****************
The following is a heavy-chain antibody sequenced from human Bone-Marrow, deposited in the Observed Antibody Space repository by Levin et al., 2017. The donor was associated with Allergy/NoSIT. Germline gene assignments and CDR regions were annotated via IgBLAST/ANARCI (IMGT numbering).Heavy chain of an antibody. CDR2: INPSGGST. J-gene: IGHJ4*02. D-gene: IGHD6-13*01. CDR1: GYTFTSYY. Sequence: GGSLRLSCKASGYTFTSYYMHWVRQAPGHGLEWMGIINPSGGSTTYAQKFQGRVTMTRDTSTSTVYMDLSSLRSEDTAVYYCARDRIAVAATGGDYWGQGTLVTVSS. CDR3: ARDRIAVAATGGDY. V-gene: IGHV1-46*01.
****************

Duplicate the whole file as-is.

The following is a heavy-chain antibody sequenced from human Bone-Marrow, deposited in the Observed Antibody Space repository by Levin et al., 2017. The donor was associated with Allergy/NoSIT. Germline gene assignments and CDR regions were annotated via IgBLAST/ANARCI (IMGT numbering).Heavy chain of an antibody. CDR2: INPSGGST. J-gene: IGHJ4*02. D-gene: IGHD6-13*01. CDR1: GYTFTSYY. Sequence: GGSLRLSCKASGYTFTSYYMHWVRQAPGHGLEWMGIINPSGGSTTYAQKFQGRVTMTRDTSTSTVYMDLSSLRSEDTAVYYCARDRIAVAATGGDYWGQGTLVTVSS. CDR3: ARDRIAVAATGGDY. V-gene: IGHV1-46*01.